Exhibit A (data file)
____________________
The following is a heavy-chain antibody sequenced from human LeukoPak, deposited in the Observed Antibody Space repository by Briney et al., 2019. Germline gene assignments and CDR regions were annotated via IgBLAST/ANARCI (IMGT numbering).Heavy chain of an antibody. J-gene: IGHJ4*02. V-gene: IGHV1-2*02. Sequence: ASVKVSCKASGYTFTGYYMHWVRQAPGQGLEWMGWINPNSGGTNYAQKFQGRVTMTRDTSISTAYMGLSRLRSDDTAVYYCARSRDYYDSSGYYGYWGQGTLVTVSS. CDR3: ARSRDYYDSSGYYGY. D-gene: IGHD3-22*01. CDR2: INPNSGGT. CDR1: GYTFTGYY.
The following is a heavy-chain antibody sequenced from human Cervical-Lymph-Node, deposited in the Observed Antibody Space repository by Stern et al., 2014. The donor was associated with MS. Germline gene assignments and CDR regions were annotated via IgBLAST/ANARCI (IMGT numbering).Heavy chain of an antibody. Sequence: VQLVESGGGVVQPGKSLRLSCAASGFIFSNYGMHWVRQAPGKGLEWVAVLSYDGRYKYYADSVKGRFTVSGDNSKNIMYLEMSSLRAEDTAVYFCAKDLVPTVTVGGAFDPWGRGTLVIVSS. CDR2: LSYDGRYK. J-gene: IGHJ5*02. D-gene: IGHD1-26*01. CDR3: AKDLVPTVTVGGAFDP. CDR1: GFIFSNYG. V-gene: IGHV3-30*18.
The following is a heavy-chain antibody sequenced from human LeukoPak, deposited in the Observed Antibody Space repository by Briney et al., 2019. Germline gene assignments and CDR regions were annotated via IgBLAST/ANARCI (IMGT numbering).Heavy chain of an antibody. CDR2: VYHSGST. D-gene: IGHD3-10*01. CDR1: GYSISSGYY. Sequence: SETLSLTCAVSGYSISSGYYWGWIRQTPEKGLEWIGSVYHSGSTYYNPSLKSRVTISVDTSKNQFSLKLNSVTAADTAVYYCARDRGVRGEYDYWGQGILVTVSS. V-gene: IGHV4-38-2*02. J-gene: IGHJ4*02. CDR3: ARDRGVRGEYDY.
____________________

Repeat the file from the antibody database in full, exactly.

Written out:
The following is a heavy-chain antibody sequenced from human LeukoPak, deposited in the Observed Antibody Space repository by Briney et al., 2019. Germline gene assignments and CDR regions were annotated via IgBLAST/ANARCI (IMGT numbering).Heavy chain of an antibody. J-gene: IGHJ4*02. V-gene: IGHV1-2*02. Sequence: ASVKVSCKASGYTFTGYYMHWVRQAPGQGLEWMGWINPNSGGTNYAQKFQGRVTMTRDTSISTAYMGLSRLRSDDTAVYYCARSRDYYDSSGYYGYWGQGTLVTVSS. CDR3: ARSRDYYDSSGYYGY. D-gene: IGHD3-22*01. CDR2: INPNSGGT. CDR1: GYTFTGYY.
The following is a heavy-chain antibody sequenced from human Cervical-Lymph-Node, deposited in the Observed Antibody Space repository by Stern et al., 2014. The donor was associated with MS. Germline gene assignments and CDR regions were annotated via IgBLAST/ANARCI (IMGT numbering).Heavy chain of an antibody. Sequence: VQLVESGGGVVQPGKSLRLSCAASGFIFSNYGMHWVRQAPGKGLEWVAVLSYDGRYKYYADSVKGRFTVSGDNSKNIMYLEMSSLRAEDTAVYFCAKDLVPTVTVGGAFDPWGRGTLVIVSS. CDR2: LSYDGRYK. J-gene: IGHJ5*02. D-gene: IGHD1-26*01. CDR3: AKDLVPTVTVGGAFDP. CDR1: GFIFSNYG. V-gene: IGHV3-30*18.
The following is a heavy-chain antibody sequenced from human LeukoPak, deposited in the Observed Antibody Space repository by Briney et al., 2019. Germline gene assignments and CDR regions were annotated via IgBLAST/ANARCI (IMGT numbering).Heavy chain of an antibody. CDR2: VYHSGST. D-gene: IGHD3-10*01. CDR1: GYSISSGYY. Sequence: SETLSLTCAVSGYSISSGYYWGWIRQTPEKGLEWIGSVYHSGSTYYNPSLKSRVTISVDTSKNQFSLKLNSVTAADTAVYYCARDRGVRGEYDYWGQGILVTVSS. V-gene: IGHV4-38-2*02. J-gene: IGHJ4*02. CDR3: ARDRGVRGEYDY.